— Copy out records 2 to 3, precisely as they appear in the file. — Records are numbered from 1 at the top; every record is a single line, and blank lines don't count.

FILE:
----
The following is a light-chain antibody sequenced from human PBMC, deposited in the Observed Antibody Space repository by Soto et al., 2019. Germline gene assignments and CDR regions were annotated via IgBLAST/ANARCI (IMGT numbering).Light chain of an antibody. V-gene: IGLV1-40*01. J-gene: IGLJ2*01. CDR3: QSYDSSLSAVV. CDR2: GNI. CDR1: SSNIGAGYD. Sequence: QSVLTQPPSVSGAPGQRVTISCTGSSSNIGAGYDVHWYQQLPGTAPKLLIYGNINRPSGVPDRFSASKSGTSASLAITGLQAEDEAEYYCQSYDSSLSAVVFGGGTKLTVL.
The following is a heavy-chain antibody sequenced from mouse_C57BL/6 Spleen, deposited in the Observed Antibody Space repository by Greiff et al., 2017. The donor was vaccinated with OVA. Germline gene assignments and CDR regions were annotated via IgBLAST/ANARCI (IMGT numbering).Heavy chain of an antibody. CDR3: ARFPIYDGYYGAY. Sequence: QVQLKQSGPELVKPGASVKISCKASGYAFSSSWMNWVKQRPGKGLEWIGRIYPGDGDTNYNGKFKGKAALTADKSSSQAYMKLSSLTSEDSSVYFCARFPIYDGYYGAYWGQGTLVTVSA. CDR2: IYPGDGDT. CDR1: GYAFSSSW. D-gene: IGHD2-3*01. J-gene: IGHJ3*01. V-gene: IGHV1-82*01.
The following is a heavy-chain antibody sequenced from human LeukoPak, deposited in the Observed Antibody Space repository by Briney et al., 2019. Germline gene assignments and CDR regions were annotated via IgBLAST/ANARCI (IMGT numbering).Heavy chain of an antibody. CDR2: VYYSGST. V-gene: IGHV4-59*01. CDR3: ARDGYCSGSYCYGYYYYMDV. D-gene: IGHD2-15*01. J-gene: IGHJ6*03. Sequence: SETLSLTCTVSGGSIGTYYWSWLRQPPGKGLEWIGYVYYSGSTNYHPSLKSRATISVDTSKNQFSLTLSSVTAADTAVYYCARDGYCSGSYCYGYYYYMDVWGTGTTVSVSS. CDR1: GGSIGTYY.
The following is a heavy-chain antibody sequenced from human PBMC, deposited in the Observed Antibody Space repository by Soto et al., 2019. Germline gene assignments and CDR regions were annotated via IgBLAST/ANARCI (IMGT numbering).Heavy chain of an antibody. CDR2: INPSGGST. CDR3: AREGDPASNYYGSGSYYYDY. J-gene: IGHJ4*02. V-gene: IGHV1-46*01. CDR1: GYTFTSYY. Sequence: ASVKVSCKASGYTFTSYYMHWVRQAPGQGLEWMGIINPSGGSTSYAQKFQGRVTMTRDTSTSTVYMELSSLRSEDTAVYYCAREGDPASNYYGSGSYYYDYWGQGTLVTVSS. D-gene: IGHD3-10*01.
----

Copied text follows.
The following is a heavy-chain antibody sequenced from mouse_C57BL/6 Spleen, deposited in the Observed Antibody Space repository by Greiff et al., 2017. The donor was vaccinated with OVA. Germline gene assignments and CDR regions were annotated via IgBLAST/ANARCI (IMGT numbering).Heavy chain of an antibody. CDR3: ARFPIYDGYYGAY. Sequence: QVQLKQSGPELVKPGASVKISCKASGYAFSSSWMNWVKQRPGKGLEWIGRIYPGDGDTNYNGKFKGKAALTADKSSSQAYMKLSSLTSEDSSVYFCARFPIYDGYYGAYWGQGTLVTVSA. CDR2: IYPGDGDT. CDR1: GYAFSSSW. D-gene: IGHD2-3*01. J-gene: IGHJ3*01. V-gene: IGHV1-82*01.
The following is a heavy-chain antibody sequenced from human LeukoPak, deposited in the Observed Antibody Space repository by Briney et al., 2019. Germline gene assignments and CDR regions were annotated via IgBLAST/ANARCI (IMGT numbering).Heavy chain of an antibody. CDR2: VYYSGST. V-gene: IGHV4-59*01. CDR3: ARDGYCSGSYCYGYYYYMDV. D-gene: IGHD2-15*01. J-gene: IGHJ6*03. Sequence: SETLSLTCTVSGGSIGTYYWSWLRQPPGKGLEWIGYVYYSGSTNYHPSLKSRATISVDTSKNQFSLTLSSVTAADTAVYYCARDGYCSGSYCYGYYYYMDVWGTGTTVSVSS. CDR1: GGSIGTYY.